Many companies are mandating a return to the office after over a year of allowing employees to work remotely, and, according to a recent study, over half of workers surveyed say they won’t stand for it. As remote work becomes more normalized for all levels of employment, it is crucial that employers retain the option for employees to work in this capacity wherever possible – even if it means employing nontraditional methods.
Harvard Business Review references something called “the democratizing effect of remote work” – the great equalizing that took place during stay-at-home orders nationwide.
In short, this philosophy entails workers having their needs met while continuing to fulfill their contracts of employment. Theoretically, this is a win-win situation.
But employers have their own predilections toward in-house operations, with remote flexibility often being reserved for the highest-ranking officials while “lower” employees are expected to commute. It’s a business model with which we’re exceptionally familiar; why change?
The answer to that question may be employee-driven, as many employees cite a preference for hybrid or remote work environments post-pandemic. “Employees are leaving workplaces that don’t suit their needs anymore,” cites HBR.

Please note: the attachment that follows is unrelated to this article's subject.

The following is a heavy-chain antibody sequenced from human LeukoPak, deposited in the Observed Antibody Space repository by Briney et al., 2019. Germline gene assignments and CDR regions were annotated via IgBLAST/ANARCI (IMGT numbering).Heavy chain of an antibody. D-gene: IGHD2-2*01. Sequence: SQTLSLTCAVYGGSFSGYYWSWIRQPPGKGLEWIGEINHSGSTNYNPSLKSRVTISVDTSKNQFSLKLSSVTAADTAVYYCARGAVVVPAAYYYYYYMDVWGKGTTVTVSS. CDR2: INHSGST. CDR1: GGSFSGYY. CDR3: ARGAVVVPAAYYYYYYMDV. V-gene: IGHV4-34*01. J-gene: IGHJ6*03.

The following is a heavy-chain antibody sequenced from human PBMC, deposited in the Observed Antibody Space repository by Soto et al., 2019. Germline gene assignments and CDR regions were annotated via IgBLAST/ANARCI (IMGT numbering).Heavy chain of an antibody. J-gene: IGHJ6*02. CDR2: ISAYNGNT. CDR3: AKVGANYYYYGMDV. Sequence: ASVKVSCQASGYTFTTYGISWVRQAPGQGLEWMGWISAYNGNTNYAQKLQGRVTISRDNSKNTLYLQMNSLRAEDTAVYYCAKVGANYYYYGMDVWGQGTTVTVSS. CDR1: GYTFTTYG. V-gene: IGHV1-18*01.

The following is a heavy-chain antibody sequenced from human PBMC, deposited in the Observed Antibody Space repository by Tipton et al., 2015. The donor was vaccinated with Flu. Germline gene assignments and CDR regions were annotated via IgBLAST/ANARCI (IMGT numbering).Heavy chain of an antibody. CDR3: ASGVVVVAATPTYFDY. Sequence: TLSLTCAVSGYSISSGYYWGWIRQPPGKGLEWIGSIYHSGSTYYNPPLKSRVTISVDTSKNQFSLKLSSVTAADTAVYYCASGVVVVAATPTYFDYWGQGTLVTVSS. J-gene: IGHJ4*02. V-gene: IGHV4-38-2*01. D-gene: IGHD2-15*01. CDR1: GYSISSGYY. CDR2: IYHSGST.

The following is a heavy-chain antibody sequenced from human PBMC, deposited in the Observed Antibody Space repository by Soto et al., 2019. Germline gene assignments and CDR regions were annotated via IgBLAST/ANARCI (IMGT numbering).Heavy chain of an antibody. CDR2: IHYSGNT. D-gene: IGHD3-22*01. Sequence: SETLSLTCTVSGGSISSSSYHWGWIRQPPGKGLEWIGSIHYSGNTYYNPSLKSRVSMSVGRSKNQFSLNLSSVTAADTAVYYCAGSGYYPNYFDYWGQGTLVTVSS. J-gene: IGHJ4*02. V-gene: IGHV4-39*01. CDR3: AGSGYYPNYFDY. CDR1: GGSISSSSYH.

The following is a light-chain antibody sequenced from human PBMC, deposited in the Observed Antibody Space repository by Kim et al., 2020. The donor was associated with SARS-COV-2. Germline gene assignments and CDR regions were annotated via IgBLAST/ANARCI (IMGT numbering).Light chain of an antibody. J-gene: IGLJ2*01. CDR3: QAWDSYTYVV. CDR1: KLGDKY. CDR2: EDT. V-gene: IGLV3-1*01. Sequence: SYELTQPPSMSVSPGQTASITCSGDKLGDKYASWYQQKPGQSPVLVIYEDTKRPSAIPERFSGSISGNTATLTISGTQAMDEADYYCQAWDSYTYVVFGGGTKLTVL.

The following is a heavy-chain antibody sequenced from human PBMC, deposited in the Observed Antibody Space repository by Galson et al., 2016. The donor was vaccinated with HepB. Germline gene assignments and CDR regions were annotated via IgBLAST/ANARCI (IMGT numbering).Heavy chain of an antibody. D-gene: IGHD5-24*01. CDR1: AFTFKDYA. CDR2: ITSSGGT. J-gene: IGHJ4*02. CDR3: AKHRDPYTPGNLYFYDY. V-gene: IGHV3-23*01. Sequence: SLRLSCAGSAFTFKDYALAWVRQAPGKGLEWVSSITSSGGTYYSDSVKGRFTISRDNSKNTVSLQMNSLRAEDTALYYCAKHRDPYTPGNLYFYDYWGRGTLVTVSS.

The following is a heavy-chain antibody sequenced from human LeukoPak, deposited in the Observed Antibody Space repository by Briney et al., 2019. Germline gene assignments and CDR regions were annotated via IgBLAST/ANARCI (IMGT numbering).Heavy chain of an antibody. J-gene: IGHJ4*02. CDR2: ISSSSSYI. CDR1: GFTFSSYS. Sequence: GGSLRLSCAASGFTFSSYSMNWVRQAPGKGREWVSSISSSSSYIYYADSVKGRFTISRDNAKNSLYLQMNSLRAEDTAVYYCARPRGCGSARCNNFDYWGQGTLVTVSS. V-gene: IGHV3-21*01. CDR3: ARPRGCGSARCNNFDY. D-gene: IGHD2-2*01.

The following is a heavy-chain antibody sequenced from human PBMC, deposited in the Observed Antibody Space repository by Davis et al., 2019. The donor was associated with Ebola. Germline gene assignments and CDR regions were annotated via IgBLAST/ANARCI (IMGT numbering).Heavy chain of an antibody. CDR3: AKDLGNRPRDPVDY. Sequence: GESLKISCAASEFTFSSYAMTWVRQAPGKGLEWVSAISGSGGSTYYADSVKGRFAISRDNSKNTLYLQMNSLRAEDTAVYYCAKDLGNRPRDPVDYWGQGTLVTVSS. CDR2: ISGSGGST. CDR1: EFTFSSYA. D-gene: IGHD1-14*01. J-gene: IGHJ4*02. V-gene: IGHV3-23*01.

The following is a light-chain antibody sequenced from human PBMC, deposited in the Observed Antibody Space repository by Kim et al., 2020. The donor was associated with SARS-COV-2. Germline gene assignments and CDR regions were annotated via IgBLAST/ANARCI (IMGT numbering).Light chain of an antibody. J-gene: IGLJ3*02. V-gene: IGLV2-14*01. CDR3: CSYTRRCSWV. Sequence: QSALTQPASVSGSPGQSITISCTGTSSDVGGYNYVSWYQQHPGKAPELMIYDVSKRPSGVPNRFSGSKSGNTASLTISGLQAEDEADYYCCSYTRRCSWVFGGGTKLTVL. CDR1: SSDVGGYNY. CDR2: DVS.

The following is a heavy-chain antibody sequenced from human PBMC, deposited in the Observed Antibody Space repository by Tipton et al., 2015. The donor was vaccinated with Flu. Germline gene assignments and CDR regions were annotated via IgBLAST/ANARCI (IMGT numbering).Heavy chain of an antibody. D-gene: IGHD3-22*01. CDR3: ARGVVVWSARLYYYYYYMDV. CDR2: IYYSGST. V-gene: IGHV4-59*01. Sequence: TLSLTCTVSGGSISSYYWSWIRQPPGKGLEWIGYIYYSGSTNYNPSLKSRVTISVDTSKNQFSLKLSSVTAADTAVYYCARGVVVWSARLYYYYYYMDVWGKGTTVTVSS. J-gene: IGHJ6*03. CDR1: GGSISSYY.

Many of those needs are emotional, too. Non-white employees and female employees face a higher level of discrimination in the workplace than their white and/or male counterparts; Black employees, in particular, reported stressful work conditions, with HBR citing that only three percent of Black employees demonstrated an interest in returning to an in-office environment (as opposed to 21 percent of white employees).
Allowing stressed and oppressed employees to work from home can improve their mental health, stress levels, and even their “feelings of belonging at their organization” in the case of Black employees.
Outside of race and gender, the publication also stresses the negative effects that mandating a return after allowing for remote work will have: “Creating a new caste system where elites have anywhere jobs and non-elites are shackled to the office full time is a recipe for high attrition among employees who often have a lot of firm-specific knowledge that is valuable to their employers.”
The less-subtle breakdown is this: If companies that are capable of offering remote work want to retain employees, they need to offer some remote options.
We saw the effects of employees in frontline occupations refusing to show up to work because of poor wages and working conditions earlier this year. It isn’t outside of the realm of feasibility to expect the next major workforce shortage to impact corporations as well.
If the solution is as simple as letting employees work from home a few days per week or permanently (especially if their productivity doesn’t suffer), that’s a pretty small price to pay for continued prosperity.